Charles Schwab will begin offering commission-free online trading for U.S. stocks, exchange-traded funds and options on October 7, the company announced Tuesday. Previously, each trade cost investors $4.95.
Commission fees are charged by a brokerage when you buy or sell a stock, ETF or other type of investment product. Traditionally, they range in price, depending on the company, from anywhere to $1 to $50.
That started to change a few years ago. Robinhood, an investment app, has offered commission-free stock trades since 2013. More recently, Vanguard, J.P. Morgan, Interactive Brokers and other firms have also announced their own free trade options, as brokerages lower costs to remain competitive, and on Wednesday T.D. Ameritrade announced its U.S. brokerage firm will begin offering free trades for its online stocks, ETFs, and options starting October 3.
That's a win for investors, who are benefiting from lower costs overall. Fees, including trade commissions, can eat into your investment returns, even if they are as low as $5 or $10, making avoiding them whenever possible the smart move.
While fewer fees are always a good thing for your investment account, there are a few things to keep in mind if you are thinking about switching to a brokerage offering free or discounted trades.
There's more to picking a brokerage account than the commission. No-fee trades are enticing, but if you're opening an account, you'll also want to consider the broker's educational tools and investment research offerings. This is especially important if you're new to investing and will want advice or information on all of your options.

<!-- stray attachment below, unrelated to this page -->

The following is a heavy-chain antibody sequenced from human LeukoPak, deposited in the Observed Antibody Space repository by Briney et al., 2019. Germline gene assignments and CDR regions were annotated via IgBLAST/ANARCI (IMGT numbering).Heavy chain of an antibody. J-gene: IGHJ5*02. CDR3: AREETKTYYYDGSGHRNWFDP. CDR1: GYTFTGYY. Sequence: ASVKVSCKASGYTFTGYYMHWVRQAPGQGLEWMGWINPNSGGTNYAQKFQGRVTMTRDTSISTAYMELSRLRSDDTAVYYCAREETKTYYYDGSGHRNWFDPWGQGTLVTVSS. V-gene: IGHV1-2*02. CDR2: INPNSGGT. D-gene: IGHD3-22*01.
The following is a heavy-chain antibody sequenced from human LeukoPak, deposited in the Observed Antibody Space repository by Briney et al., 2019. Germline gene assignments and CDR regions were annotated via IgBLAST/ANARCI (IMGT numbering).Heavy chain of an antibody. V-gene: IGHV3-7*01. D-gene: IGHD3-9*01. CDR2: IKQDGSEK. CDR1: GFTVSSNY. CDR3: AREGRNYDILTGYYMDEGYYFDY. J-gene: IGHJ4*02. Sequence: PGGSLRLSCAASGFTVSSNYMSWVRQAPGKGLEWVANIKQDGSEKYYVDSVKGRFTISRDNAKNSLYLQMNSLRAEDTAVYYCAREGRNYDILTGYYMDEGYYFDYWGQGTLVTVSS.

Schwab, for example, offers online investment research and other guidance, as well as 24/7 customer service if you have a brokerage account there.
Even if a broker advertises no-fee trades, you should also check that the other fees on their investment offerings — like expense ratios and plan administration fees — are low or in-line with the rest of the industry.
And make sure that the investments you want to buy are included in each broker's no-fee offerings.
Just because trading has become less expensive at many brokerages doesn't mean you should trade stocks and ETFs in your portfolio more often.
Ideally, when you buy an investment, you are doing so for the long-term. Investors can only benefit from compound interest if they leave their wealth to build over many years. Moving your money around frequently could hinder that. Individual investors are terrible at timing the market "correctly," meaning they often sell at the wrong time. Making trading even more appealing by slashing fees could harm their portfolio.
Plus, frequent trading could have negative consequences come tax season, Ryan J. Marshall, a New Jersey-based certified financial planner, tells CNBC Make It. When you sell an ETF you're creating a taxable event, which you might not account for at the time.
"Before making a switch, they should always check the tax implication at the time of the trade, as well as how will the ETF perform from a tax standpoint over a longer period of time," says Marshall. "Some ETFs are much more tax efficient than others."
Above all, stick to your long-term investment plan. If you weren't planning on trading a certain stock or ETF before you found out that the fee was slashed, then there's no reason to do it now.
Editor's note: This story was updated on Wednesday with T.D. Ameritrade's announcement that it is also eliminating certain commission fees.
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